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Functional MRI (fMRI) most commonly employs 2D echo-planar imaging (EPI). The advantages for fMRI brought about by the increasingly popular ultra-high field strengths are best exploited in high-resolution acquisitions, but here 2D EPI becomes impractical for several reasons, including the very long volume acquisitions times. In this study at 7 T, a 3D EPI sequence with full parallel and partial Fourier imaging capability along both phase encoding axes was implemented and used to evaluate the sensitivity of 3D and corresponding 2D EPI acquisitions at four different spatial resolutions ranging from small to typical voxel sizes (1.5-3.0 mm isotropic). Whole-brain resting state measurements (N=4) revealed a better, or at least comparable sensitivity of the 3D method for gray and white matter. The larger vulnerability of 3D to physiological effects was outweighed by the much shorter volume TR, which moreover allows whole-brain coverage at high resolution within fully acceptable limits for event-related fMRI: TR was only 3.07 s for 1.5 mm, 1.88 s for 2.0 mm, 1.38 s for 2.5 mm and 1.07 s for 3.0 mm isotropic resolution. In order to investigate the ability to detect and spatially resolve BOLD activation in the visual cortex, functional 3D EPI experiments (N=8) were performed at 1 mm isotropic resolution with parallel imaging acceleration of 3x3, resulting in a TR of only 3.2 s for whole-brain coverage. From our results, and several other practical advantages of 3D over 2D EPI found in the present study, we conclude that 3D EPI provides a useful alternative for whole-brain fMRI at 7 T, not only when high-resolution data are required.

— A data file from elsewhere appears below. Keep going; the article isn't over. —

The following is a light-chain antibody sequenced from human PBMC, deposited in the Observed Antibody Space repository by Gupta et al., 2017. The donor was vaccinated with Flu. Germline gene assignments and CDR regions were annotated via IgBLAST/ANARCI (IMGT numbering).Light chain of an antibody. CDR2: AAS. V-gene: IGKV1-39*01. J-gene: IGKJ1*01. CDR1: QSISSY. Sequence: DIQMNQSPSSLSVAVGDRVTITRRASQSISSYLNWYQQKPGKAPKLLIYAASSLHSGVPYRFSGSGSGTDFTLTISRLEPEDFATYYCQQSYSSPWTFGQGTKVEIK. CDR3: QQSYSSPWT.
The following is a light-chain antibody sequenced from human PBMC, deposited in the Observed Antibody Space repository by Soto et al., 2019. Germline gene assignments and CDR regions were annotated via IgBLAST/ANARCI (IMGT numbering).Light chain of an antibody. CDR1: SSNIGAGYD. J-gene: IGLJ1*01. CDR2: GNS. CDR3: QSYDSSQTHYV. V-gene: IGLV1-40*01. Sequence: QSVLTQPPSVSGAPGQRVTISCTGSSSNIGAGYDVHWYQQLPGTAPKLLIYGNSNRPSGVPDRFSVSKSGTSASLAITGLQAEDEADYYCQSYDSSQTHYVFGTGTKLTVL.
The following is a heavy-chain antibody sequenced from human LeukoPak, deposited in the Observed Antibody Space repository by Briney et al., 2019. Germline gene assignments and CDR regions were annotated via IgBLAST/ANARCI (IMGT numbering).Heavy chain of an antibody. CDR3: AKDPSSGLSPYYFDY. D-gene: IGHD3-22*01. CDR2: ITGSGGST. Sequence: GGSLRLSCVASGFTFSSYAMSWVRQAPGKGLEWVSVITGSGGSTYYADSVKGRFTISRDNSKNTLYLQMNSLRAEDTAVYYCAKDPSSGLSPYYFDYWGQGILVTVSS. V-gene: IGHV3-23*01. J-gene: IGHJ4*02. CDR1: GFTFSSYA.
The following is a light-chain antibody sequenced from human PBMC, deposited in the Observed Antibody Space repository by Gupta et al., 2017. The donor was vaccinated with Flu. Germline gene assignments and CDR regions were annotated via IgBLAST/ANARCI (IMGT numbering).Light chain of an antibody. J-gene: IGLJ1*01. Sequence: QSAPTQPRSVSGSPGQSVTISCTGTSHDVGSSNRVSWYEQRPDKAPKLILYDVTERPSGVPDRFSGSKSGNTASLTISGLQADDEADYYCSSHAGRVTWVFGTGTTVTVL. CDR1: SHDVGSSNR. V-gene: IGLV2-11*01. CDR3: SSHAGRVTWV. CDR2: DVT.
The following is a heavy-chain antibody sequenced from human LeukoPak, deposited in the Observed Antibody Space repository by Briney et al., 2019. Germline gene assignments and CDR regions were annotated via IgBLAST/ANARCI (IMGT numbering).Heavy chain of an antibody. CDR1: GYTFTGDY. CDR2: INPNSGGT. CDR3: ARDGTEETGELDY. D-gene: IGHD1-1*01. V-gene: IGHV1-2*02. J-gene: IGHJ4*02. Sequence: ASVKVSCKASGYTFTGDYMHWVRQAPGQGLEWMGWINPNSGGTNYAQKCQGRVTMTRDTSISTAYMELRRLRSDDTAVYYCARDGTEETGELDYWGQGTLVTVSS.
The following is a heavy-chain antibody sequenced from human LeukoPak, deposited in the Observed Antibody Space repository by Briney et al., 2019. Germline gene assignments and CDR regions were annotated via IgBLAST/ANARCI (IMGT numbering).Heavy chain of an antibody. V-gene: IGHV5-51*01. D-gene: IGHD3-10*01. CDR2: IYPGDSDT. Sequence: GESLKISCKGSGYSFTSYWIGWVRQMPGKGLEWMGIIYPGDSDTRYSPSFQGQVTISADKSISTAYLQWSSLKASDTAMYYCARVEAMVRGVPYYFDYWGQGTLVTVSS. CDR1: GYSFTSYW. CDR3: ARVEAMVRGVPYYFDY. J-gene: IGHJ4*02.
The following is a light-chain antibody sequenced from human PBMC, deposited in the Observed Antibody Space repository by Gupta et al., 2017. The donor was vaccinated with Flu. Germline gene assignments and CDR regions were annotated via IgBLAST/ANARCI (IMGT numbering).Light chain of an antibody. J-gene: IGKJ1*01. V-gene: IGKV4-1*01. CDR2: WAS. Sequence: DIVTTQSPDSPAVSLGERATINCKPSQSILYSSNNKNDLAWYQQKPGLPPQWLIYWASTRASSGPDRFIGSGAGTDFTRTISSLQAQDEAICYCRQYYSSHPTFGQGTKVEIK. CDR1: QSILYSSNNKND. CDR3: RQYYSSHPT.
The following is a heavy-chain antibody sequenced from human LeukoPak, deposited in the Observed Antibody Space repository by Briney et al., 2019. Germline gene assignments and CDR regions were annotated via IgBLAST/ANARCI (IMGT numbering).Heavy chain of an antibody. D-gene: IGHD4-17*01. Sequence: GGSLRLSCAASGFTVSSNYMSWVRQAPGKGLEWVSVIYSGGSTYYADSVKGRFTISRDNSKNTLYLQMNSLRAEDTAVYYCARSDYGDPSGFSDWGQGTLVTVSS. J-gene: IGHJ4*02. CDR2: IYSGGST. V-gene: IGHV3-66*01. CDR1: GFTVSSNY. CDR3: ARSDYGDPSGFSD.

Original publication

DOI

10.1016/j.neuroimage.2010.01.108

Type

Journal article

Journal

Neuroimage

Publication Date

15/05/2010

Volume

51

Pages

261 - 266

Keywords

Brain, Brain Mapping, Cerebrovascular Circulation, Echo-Planar Imaging, Fourier Analysis, Humans, Imaging, Three-Dimensional, Magnetic Resonance Imaging, Nerve Fibers, Myelinated, Nerve Fibers, Unmyelinated, Oxygen, Photic Stimulation, Time Factors, Visual Cortex